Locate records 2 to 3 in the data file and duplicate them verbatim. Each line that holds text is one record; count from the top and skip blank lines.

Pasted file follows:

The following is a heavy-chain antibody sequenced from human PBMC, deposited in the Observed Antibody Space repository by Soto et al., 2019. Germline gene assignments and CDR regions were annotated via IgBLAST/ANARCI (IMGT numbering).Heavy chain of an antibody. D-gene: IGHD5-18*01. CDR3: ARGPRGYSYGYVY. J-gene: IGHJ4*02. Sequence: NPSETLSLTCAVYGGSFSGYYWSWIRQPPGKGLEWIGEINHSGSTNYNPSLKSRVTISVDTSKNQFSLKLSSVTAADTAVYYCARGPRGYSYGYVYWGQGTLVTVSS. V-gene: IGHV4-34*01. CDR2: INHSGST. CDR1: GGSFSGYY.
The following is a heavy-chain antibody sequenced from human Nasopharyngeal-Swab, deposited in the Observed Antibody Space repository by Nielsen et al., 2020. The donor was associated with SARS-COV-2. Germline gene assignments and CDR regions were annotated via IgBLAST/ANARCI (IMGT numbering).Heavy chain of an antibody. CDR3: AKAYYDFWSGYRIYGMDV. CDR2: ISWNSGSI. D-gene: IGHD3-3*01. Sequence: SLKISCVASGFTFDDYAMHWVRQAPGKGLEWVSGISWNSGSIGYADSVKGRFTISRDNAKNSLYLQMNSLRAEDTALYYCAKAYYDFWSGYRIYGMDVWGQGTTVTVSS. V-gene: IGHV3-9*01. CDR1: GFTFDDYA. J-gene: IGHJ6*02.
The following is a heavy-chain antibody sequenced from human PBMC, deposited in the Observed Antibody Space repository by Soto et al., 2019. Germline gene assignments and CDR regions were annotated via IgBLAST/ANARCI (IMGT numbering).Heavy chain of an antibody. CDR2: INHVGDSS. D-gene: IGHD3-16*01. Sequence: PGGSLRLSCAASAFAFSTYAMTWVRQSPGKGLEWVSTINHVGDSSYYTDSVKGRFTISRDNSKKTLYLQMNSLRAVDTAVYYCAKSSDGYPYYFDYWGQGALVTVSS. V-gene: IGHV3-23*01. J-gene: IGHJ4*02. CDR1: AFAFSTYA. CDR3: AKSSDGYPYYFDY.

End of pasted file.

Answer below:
The following is a heavy-chain antibody sequenced from human Nasopharyngeal-Swab, deposited in the Observed Antibody Space repository by Nielsen et al., 2020. The donor was associated with SARS-COV-2. Germline gene assignments and CDR regions were annotated via IgBLAST/ANARCI (IMGT numbering).Heavy chain of an antibody. CDR3: AKAYYDFWSGYRIYGMDV. CDR2: ISWNSGSI. D-gene: IGHD3-3*01. Sequence: SLKISCVASGFTFDDYAMHWVRQAPGKGLEWVSGISWNSGSIGYADSVKGRFTISRDNAKNSLYLQMNSLRAEDTALYYCAKAYYDFWSGYRIYGMDVWGQGTTVTVSS. V-gene: IGHV3-9*01. CDR1: GFTFDDYA. J-gene: IGHJ6*02.
The following is a heavy-chain antibody sequenced from human PBMC, deposited in the Observed Antibody Space repository by Soto et al., 2019. Germline gene assignments and CDR regions were annotated via IgBLAST/ANARCI (IMGT numbering).Heavy chain of an antibody. CDR2: INHVGDSS. D-gene: IGHD3-16*01. Sequence: PGGSLRLSCAASAFAFSTYAMTWVRQSPGKGLEWVSTINHVGDSSYYTDSVKGRFTISRDNSKKTLYLQMNSLRAVDTAVYYCAKSSDGYPYYFDYWGQGALVTVSS. V-gene: IGHV3-23*01. J-gene: IGHJ4*02. CDR1: AFAFSTYA. CDR3: AKSSDGYPYYFDY.